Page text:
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How can I improve my video Tutorials on Chunking and the Grid Method? Please complete the surveys!

Discussion in 'Mathematics' started by kim67ed, Apr 7, 2011.

  1. I am a Maths student from the
    University of Bath and am undertaking a Primary PGCE
    next year. As part of a university project I have made two videos on Chunking (for division) and the Grid Method (for
    multiplication). The videos are aimed at either struggling children or
    parents who want to help their children with homework.

    Please could you help me out by watching the short videos and filling out the quick surveys?

    Chunking video: http://www.youtube.com/watch?v=eF4h76R99_Q

    Chunking survey: http://www.surveymonkey.com/s/DK3CJLJ

    Grid Method video: http://www.youtube.com/watch?v=hMLf6sQLa40

    Grid Method survey: http://www.surveymonkey.com/s/D8BFVSK

    COMPLETE THE SURVEYS! I really need to know how to improve for my

    Thank you so much for your help
  2. PaulDG

    PaulDG Occasional commenter

    I got as far as "my name is..." and then realised the first video on chunking was 5 minutes long.
    So I closed the browser window.
    Videos need to be fast and direct. You need to start with what will interest the audience; introducing yourself in an adult environment in a business presentation is all very well but 5 seconds after starting the video your target audience will already be on facebook or looking elsewhere on youtube for something more amusing. (Cats in toilets are popular with my year 11s...)

  3. Well, I thought the division by chunking was well presented, clear and concise [didn't look at the grid one] [​IMG]
    The only suggestion I would have is the inclusion of a couple of 'test' questions for the audience to try as they pause the video before restarting it to see the solutions.
    There are loads of people trying to do this sort of thing on t'interweb and it works for many parents trying to learn new methods their children are taught.
    Good on you.

  4. I have never 'chunked' in my life so it was nice to learn it.
    I think you have a great voice for a teacher and presenter.
    Tuition videos and teaching 'live' in a class are two different beasts and I think you have done OK
    My suggestion would to put 10 up at the end, tell them to hit pause and put the answers up some 5 seconds later to make it more interactive.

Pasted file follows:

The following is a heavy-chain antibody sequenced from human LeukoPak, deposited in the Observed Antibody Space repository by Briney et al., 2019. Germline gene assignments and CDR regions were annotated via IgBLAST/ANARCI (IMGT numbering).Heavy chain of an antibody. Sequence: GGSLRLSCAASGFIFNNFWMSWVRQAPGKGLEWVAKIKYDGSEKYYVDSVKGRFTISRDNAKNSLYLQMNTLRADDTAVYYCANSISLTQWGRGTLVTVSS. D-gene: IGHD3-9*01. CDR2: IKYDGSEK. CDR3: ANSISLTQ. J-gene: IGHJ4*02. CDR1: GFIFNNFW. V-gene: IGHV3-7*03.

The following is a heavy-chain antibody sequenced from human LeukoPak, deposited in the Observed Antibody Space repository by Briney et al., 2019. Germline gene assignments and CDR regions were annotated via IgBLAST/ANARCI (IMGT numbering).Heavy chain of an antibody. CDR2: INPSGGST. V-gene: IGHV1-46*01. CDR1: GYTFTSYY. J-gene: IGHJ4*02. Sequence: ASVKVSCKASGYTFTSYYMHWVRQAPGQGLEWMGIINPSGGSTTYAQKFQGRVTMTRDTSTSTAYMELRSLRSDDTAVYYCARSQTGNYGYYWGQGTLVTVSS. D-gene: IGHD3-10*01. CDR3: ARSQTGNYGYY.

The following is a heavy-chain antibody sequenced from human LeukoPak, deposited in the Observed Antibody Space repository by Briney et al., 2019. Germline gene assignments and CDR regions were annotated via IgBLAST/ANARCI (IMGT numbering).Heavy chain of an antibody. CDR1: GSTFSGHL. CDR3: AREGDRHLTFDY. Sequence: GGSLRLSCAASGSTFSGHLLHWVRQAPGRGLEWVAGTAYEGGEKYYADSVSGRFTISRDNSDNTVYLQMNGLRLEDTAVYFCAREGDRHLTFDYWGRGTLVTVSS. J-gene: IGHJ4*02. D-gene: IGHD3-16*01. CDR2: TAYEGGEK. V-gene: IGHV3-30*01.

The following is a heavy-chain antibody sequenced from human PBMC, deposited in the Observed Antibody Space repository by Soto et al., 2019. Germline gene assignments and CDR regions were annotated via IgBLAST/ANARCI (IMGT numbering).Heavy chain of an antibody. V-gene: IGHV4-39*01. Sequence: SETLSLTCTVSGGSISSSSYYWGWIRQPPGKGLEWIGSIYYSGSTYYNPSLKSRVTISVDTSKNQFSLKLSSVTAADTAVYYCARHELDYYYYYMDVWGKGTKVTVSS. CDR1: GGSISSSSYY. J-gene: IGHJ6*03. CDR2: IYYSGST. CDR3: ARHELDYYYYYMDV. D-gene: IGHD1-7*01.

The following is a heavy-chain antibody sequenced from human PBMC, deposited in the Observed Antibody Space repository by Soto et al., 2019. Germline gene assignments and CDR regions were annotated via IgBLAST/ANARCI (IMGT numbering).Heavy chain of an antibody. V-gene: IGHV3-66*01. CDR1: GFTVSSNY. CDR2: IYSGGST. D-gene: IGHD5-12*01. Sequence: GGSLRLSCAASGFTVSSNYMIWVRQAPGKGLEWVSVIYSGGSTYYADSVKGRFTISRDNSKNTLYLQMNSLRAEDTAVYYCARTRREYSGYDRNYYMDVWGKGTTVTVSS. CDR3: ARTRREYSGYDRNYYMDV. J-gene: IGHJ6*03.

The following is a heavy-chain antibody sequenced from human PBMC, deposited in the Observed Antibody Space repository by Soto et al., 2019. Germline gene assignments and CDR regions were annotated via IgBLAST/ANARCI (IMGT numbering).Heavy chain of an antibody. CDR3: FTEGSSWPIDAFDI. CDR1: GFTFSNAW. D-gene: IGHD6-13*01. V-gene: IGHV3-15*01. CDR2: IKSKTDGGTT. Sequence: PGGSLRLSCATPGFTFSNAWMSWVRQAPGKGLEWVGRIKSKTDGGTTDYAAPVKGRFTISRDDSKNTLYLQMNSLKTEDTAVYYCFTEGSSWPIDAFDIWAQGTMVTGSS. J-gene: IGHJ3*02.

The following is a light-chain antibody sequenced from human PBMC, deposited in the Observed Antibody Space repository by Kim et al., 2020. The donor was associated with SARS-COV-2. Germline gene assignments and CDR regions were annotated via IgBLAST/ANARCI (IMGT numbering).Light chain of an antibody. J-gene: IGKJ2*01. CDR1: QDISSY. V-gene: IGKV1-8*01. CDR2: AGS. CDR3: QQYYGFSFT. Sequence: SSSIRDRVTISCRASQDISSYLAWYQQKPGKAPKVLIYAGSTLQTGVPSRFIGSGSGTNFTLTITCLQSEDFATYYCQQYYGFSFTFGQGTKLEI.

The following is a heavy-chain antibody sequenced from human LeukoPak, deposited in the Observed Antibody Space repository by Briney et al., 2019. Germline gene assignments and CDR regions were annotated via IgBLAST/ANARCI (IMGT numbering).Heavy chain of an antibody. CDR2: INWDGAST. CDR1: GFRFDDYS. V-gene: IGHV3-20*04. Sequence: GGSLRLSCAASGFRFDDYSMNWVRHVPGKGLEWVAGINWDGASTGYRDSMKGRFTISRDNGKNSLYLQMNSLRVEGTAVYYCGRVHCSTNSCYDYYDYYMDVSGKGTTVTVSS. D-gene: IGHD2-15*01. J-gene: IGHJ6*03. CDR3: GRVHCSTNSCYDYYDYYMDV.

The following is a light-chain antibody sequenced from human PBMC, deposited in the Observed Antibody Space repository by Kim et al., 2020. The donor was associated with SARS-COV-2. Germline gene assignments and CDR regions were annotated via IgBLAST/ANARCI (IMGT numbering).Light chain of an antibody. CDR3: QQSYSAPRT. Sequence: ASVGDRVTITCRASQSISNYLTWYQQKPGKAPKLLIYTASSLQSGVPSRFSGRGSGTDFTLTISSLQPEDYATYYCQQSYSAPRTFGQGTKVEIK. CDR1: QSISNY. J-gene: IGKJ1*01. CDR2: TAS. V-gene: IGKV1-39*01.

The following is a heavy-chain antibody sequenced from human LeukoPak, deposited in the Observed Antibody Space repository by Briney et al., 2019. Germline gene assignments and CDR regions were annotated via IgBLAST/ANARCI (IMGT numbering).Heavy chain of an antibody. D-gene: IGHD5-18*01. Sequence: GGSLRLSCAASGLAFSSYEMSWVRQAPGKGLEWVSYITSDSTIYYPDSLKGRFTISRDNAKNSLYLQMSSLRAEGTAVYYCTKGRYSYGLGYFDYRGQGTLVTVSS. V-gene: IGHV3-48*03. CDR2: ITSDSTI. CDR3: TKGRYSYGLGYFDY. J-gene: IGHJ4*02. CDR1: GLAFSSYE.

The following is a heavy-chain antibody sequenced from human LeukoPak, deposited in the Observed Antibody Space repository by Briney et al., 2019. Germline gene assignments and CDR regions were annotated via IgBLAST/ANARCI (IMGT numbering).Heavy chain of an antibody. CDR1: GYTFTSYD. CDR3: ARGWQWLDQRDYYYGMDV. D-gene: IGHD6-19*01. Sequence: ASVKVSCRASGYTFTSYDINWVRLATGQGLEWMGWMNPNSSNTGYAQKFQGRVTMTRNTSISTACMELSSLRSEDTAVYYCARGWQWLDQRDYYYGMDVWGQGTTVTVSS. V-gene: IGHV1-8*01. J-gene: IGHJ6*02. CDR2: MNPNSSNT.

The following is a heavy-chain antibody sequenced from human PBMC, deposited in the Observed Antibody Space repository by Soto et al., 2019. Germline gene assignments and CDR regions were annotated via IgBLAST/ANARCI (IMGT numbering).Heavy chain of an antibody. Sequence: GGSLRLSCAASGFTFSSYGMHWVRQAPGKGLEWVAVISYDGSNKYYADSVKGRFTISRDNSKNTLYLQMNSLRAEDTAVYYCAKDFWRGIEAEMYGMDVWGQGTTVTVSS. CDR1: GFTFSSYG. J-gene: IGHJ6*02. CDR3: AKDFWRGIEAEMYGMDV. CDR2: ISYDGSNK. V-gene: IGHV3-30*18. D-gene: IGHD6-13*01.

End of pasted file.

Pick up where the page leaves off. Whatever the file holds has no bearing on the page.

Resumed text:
I think primary pupils will respond very well to your nature
  5. Vince_Ulam

    Vince_Ulam Star commenter

    Let me give you some advice. Don’t shout at people when you’re asking their help. If you must emphasise a point then do so as you would, hopefully, anywhere else; italicise. Make your point once and make it clearly.
    Here’s a second piece of advice, for each of you in the videos. Don’t preface every other comment with “so”. It’s as irritating as the misuse of “like” where, as here, it is neither use nor ornament. Whenever you feel the word “so” about to pop into your composition or exposition then examine your assumption that you‘ve detailed the last step as clearly as you can, that it implies the next step and that there is an easy continuity between these which your intended audience may follow.
    “So” is like a magic carpet when it comes to maths teaching - the so-so teacher sits on it and makes like he’s flying but as far as the pupils are concerned he’s just sitting on a rug, making silly faces and waving his arms.
    One more piece of advice. Inflict your videos upon their target audience and test to see whether they can approach an effective reproduction of the examples demonstrated in the videos before moving on to other exercises.
    There are other problems. If I can be bothered then I’ll think about possibly scheduling some time to consider filling out your surveys at some point in the future. Good luck.
  6. weggster

    weggster New commenter

    I'd advise making the videos as short as possible due to the short attention span of students.
    Use as much colour as possible in the writing.
    Put in a few pause sections so students can have a go at the question themselves.
    No need to have you in the video except your hand, a shorter focus is best.
    Remember that students can "rewind the video" (showing my age there), don't talk too slowly but allow some "thinkng space" so students can build in their own cognitive links.
    3 minutes is a good length for a video but 5 -7 can work for longer topics (I'm in the middle of doing videos for the full Add Maths (FSMQ) course and the students are finding them very useful).
    Remember that any video is worth doing, even if it's not the best it might help a student who didn't understand other "better" videos.
    Hope this helps.

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